Tag Archives: favorites

5 Years on the Blog – December

Time for a walk through some of  SyossetRandR’s blog posts in December in the past five years, which are all about our staff’s reading during those years:

2016: Our Favorite Books of 2016 (Part 6)

2015: Our Favorite Books of 2015

2014: Our Favorite Books of 2014

2013: About Our Reading -2013 #1

2012: Questions about Books: 2012, Part 1

We’ll take another nostalgic look at the past five years again in January.  Happy New Year to all!

-posted by Sonia, Reference Services

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Our Favorite Reads – 2017 (Part II)

In today’s post we continue to look back at our reading during 2017 and sharing the books that were some of our favorites for the year.

Evelyn, Readers’ Services Librarian:

The Hate U Give by Angie Thomas Evelyn

After witnessing her friend’s death at the hands of a police officer, Starr Carter’s life is complicated when the police and a local drug lord try to intimidate her in an effort to learn what happened the night Kahlil died.

 

Jackie, Head of Readers’ Services:

In the Sea There Are Crocodiles by Fabio Geda 

In a fictional retelling of a true story, ten-year-old Enaiat leaves his small Afghanistan village after the Taliban takes over in 2000, and when his mother is forced to leave him in Pakistan, he endures a five-year ordeal to make his way to Italy.

 

Brenda, Reference Services Librarian:

Dead Wake by Eric Larson 

A chronicle of the sinking of the Lusitania discusses the factors that led to the tragedy and the contributions of such figures as Woodrow Wilson, bookseller Charles Lauriat, and architect Theodate Pope Riddle.

 

Lisa H., Reference Services Librarian:

Saints for All Occasions by J. Courtney Sullivan

After moving to America, a shy and responsible older sister and a gregarious young sister who thrives in their new Boston home endure the long-term repercussions of a fateful decision when the younger sister becomes pregnant.

 

Megan, Systems Manager:

Generation V by M. L. Brennan

Fortitude Scott?s life is a mess. A degree in film theory has left him with zero marketable skills, his job revolves around pouring coffee, his roommate hasn?t paid rent in four months, and he?s also a vampire. Well, sort of. He?s still mostly human. But when a new vampire comes into his family?s territory and young girls start going missing, Fort can?t ignore his heritage anymore.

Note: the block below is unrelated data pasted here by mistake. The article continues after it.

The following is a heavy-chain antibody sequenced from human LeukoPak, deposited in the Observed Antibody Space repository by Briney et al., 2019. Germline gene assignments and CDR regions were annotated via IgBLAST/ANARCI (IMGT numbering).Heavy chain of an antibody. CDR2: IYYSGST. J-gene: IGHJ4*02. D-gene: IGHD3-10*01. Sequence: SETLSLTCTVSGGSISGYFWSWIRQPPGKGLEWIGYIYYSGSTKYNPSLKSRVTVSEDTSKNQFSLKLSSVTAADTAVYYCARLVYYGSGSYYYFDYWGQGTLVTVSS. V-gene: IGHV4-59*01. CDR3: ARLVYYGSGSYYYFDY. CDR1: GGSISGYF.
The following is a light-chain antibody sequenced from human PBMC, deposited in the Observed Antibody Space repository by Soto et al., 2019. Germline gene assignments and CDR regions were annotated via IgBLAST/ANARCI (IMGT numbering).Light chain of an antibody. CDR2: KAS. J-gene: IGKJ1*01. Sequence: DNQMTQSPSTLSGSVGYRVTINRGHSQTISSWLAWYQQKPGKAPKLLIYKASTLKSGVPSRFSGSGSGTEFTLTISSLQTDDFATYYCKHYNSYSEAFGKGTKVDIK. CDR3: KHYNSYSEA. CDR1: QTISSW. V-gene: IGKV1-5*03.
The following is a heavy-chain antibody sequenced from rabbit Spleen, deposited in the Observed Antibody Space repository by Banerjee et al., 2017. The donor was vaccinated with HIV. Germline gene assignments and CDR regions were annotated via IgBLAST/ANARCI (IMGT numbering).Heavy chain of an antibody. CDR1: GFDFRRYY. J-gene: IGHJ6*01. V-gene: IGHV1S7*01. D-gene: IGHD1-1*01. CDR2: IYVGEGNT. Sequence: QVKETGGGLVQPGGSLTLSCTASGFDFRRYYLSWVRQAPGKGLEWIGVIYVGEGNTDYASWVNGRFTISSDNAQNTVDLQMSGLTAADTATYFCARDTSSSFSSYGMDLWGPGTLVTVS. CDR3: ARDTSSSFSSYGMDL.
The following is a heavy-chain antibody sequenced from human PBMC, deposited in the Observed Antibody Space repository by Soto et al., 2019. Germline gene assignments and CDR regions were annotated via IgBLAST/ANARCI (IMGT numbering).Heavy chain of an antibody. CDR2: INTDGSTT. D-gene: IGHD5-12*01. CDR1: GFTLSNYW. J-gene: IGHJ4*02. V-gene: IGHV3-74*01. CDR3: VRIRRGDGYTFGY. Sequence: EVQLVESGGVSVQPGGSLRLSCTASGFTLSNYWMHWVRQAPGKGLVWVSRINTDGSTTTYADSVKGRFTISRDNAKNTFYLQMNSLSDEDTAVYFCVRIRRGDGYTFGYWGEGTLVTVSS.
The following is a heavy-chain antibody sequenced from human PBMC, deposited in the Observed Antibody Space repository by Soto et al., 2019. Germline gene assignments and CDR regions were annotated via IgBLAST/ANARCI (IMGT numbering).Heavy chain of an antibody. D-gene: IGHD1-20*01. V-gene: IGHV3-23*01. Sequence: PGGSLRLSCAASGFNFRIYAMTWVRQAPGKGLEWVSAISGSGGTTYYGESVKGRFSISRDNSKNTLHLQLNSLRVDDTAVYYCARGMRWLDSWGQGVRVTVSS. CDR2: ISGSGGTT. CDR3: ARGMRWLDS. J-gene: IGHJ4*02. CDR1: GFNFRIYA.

Sonia, Health Reference Librarian:

Peace Like a River by Leif Enger

Young Reuben Land has little doubt that miracles happen all around us, suspecting that his own father is touched by God. When his older brother flees a controversial murder charge, Reuben, along with his older sister and father, set off on a journey that will take them to the Badlands and through a landscape more extraordinary than they could have anticipated.

Meghan, Reference Services Librarian:

Eliza and her Monsters by Francesca Zappia

When the anonymous teen creator of a wildly popular webcomic is tempted by a school newcomer to pursue real-world relationships, everything she has worked so hard to build crumbles in the wake of their highly publicized romance.

Jean S.. Readers’ Services Librarian:

Sing, Unburied, Sing ​by Jesmyn Ward 

Living with his grandparents and toddler sister on a Gulf Coast farm, Jojo navigates the challenges of his tormented mother’s addictions and his grandmother’s terminal cancer before the release of his father from prison prompts a road trip of danger and hope.

If you would like to see some of our favorites of 2016, you can look here and here.

-posted by Sonia, Reference Services

Our Favorite Books – 2017 (Part I)

In today’s post we are looking back at our reading during 2017 and sharing the books that were some of our favorites for the year.

Pam M., Assistant Library Director:

The Nix by Nathan Hill

Astonished to see the mother who abandoned him in childhood throwing rocks at a presidential candidate, a bored college professor struggles to reconcile the media depictions of his mother with his memories and decides to draw her out by penning a tell-all biography.

 

Stacey, Readers’ Services Librarian:

The Last Days of Night by Graham Moore